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Phonotactics

For any given language, its phonotactics defines which sounds can apear in which positions and combinations, in which syllables, in which sorts of words, playing which roles. Languages vary widely in this respect – in:

  • Whether all syllables begin with a consonant or whether they allow syllables to begin with a vowel, as in arm and ark;
  • Whether no syllables have a consonant after the vowel or whether this is allowed, again as in arm and ark;
  • How they allow consonants to combine with other consonants in what are known as ‘clusters’ before and after vowels, as in cry and elm;
  • How they allow vowels to combine with one another in what are known as diphthongs, as in oh and why;
  • How far they allow parts of sounds to combine as in the first and last sounds of church and judge, beginning with a complete closure and ending in an only partial closure in what is known as an affricate;
  • Whether and how far they allow relatively complex sounds like affricates to combine with other sounds, as in squelch;
  • Whether and how far they allow consonants to double or ‘geminate’ as in between the adjacent N sounds in non-native and unknowing, where native and knowing are fine on their own unless they are turned into their opposites by non and un, neither of which count as words on their own; so this is very restricted in English;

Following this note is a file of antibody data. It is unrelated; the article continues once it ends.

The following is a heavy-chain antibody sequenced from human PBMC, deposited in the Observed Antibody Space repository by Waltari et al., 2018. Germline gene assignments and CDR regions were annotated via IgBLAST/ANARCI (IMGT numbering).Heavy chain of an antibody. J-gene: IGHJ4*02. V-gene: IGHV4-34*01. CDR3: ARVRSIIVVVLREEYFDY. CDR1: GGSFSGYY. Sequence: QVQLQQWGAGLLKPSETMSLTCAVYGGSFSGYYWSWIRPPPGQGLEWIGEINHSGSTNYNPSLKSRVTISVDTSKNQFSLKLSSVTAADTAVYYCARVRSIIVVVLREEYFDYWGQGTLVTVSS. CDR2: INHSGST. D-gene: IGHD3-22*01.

• Whether what are (almost universally) considered to be ‘long’ vowels in English, as in arm and eat, would be better considered as geminates (they aren’t so considered because the short variants don’t exist; the short vowels all differ from the closest long vowel in at least one way other than length);
  • How they allow vowels and consonants to combine in syllables, feet, and what we think of as ‘words‘.

This is known as the ‘phonotactics’.

English is uncommonly permissive in most, but not all. of these respects. But on many of them the evidence of the spoken language is not clear. English contrasts tip, ship and chip. So Chip could have an initial T SH cluster. If that was the correct analysis TSIP, beginning like tsunami, pronounced with a T and S, would also be predicted as a possible word, complicating the phonotactics.

English also has many commonly occurring sequences between the beginnings and ends of words, as in hop scotch, which could easily be misheard as single words. The fact that hop carries a stress, marking it as an independent word, is easily missed. And the sequence PSK could be miscontrued as the beginning or ‘onset’ of a syllable, as in children’s occcasional pronunciations of spaghetti as PSKETI. The small child learning English has to resolve the issues here on the basis of unclear evidence.

Some languages, particularly the Slavonic languages and the languages of the Caucasus, allow very complex clusters. Some West African languages have complex sounds like both G and B together, as in the name of the language Igbo. In English by contrast the G and B in egg box and dog basket are sequenced, at the end of one word and at the beginning of the next, and not simultaneous as in Igbo,

The words, strength, strange, scrounge and change would not count as possible words in many languages. Such languages would disallow the STR and SCR and NG combinations and the final TH in strength, the way the GE is preceded by an N and the fact that the vowel begins and ends with the tongue in different positions in the mouth in strange, and scrounge and the CH and GE which use different airstreams at the beginning and the end of the sound in change.

The complexities of English phonotactics and the fact that on the simplest analysis English STR, SCR, and SPR are sequences of phonemes rather than single, complex phonemes, is obviously something which children learning English have to learn from evidence which is not obvious or simple.